Luminary actress Sandra Oh completes the maternal movie double play with the premiere of Sony’s Umma (Oh also voices the mother in Pixar’s Turning Red). Director Iris K. Shim, who makes her feature film directorial debut, also wrote the screenplay for the film about generational trauma of immigrant families.
I spoke with Shim about the uniquely Asian American horror story, and she talked about what makes Sandra Oh so uniquely well suited to play layered mother figures. Shim explained that when coming up with this story, she drew from the experiences of many immigrant families, who often have to rely on their children to adjust.
Shim explained that in developing the idea for this film, she was initially unsure if audiences would embrace a story that centers around Korean and Korean American culture, but that she needed to create a film that was authentic to her. The themes of identity are so prevalent throughout the film, and Shim spoke about how she, like many Asian Americans, dealt with her own evolution of identity and how that informed this story.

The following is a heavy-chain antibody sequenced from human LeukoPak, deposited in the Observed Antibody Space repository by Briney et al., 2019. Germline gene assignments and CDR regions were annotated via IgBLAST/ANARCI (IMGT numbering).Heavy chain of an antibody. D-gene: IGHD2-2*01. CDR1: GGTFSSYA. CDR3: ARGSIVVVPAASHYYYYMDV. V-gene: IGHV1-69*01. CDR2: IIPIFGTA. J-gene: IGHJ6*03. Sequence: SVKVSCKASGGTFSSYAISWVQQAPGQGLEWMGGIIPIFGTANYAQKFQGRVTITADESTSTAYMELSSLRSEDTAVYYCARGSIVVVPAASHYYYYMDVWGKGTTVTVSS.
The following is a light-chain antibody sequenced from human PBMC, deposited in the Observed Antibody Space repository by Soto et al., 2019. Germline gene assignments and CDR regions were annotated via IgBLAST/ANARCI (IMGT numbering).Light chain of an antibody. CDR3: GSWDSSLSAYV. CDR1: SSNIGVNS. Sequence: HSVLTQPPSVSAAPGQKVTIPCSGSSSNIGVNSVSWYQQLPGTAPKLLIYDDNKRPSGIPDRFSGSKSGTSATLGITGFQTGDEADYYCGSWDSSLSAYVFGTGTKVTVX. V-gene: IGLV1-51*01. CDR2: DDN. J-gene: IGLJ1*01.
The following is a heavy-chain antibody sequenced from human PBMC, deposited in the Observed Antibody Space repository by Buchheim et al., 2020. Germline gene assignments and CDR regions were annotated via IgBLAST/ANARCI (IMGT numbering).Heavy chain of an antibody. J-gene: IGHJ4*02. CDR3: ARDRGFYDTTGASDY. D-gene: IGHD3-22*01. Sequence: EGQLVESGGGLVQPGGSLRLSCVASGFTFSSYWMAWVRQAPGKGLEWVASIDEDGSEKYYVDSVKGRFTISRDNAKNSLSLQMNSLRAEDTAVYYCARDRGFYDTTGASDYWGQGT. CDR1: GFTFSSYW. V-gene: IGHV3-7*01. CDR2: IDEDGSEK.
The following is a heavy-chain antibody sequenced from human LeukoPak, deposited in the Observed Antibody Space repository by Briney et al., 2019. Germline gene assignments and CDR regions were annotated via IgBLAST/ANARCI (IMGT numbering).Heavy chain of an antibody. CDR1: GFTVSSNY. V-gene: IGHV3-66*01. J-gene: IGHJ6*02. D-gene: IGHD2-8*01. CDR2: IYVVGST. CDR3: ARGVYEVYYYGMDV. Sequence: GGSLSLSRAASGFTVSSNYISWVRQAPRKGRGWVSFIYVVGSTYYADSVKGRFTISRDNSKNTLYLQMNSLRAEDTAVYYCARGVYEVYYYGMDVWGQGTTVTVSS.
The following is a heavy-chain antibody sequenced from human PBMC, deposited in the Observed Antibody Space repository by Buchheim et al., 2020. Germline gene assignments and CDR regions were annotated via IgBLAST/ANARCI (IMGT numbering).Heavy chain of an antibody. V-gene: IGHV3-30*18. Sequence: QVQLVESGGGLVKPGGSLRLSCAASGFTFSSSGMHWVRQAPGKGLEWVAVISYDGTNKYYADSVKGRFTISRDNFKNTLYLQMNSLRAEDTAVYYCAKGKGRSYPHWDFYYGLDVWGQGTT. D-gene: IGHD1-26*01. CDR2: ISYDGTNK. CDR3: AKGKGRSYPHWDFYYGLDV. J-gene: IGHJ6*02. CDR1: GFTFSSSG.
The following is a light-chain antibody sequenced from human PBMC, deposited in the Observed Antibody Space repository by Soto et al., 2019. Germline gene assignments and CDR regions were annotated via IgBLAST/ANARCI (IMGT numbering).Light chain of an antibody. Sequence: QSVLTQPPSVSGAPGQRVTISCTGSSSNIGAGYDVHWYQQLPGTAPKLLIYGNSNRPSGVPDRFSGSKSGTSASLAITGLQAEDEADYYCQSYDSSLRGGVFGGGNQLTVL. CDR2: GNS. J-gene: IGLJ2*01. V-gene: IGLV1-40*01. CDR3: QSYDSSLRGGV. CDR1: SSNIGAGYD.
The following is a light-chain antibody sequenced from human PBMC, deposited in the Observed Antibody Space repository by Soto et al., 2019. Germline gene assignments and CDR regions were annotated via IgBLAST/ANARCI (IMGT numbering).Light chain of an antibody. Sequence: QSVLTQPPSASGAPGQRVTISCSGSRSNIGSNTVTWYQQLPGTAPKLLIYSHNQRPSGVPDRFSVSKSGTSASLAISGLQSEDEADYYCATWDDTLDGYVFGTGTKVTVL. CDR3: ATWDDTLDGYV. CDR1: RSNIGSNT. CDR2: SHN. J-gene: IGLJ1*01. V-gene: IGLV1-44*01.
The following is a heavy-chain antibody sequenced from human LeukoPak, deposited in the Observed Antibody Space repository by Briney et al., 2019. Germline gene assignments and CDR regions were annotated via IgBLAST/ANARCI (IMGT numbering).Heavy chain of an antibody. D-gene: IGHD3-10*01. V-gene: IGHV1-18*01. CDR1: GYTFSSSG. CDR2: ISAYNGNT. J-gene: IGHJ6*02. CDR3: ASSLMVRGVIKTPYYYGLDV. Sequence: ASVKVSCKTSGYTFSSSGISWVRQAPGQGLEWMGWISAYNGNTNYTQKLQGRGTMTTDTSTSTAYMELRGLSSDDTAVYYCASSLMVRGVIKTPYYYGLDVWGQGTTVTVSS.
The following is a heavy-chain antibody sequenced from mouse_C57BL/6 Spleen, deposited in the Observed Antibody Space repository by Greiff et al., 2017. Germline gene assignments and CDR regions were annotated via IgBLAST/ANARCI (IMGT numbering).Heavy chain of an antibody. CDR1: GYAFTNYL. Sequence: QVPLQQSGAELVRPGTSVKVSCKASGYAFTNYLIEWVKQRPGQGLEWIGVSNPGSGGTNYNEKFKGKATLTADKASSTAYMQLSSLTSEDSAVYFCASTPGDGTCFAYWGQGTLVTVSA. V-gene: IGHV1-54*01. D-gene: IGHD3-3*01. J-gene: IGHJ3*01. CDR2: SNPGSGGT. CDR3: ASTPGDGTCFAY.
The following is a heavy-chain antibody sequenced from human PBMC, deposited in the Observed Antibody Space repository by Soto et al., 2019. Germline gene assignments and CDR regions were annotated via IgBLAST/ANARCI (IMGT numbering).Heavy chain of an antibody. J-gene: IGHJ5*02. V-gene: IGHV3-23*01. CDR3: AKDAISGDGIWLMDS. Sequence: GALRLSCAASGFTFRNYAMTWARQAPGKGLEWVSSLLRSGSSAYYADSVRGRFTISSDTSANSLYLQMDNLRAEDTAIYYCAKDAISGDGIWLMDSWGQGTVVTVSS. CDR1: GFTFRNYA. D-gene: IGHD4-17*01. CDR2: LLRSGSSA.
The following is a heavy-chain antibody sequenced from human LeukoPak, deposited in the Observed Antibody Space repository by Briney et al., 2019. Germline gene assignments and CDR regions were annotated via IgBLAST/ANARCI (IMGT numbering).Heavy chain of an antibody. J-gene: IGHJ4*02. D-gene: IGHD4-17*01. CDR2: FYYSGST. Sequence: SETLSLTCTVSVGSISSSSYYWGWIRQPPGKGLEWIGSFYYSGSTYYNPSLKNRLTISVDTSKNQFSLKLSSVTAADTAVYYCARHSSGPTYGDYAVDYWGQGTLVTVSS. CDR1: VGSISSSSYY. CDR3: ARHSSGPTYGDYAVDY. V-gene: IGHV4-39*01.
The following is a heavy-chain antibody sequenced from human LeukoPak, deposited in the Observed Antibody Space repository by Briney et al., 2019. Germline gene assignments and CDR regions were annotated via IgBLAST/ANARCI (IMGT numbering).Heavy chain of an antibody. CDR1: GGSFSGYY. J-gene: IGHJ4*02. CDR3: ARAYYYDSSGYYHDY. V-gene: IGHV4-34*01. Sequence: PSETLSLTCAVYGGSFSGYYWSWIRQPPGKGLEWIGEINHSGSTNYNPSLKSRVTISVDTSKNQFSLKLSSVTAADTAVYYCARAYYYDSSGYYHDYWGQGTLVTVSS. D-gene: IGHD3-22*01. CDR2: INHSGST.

Umma is being released under Sam Raimi’s production banner, and Shim also talked about the advice and support she received from Raimi, who she said was a great resource who really understood the relationship aspect of the story.
Watch our interview below and be sure to see Umma in theaters today!
Umma, which is the Korean word for “mother,” follows Amanda (Sandra Oh) and her daughter (Fivel Stewart) living a quiet life on an American farm, but when the remains of her estranged mother arrive from Korea, Amanda becomes haunted by the fear of turning into her own mother.
Ron is the founder and Editor-in-Chief of POC Culture. He is a big believer in the power and impact of pop culture and the importance of representation in media.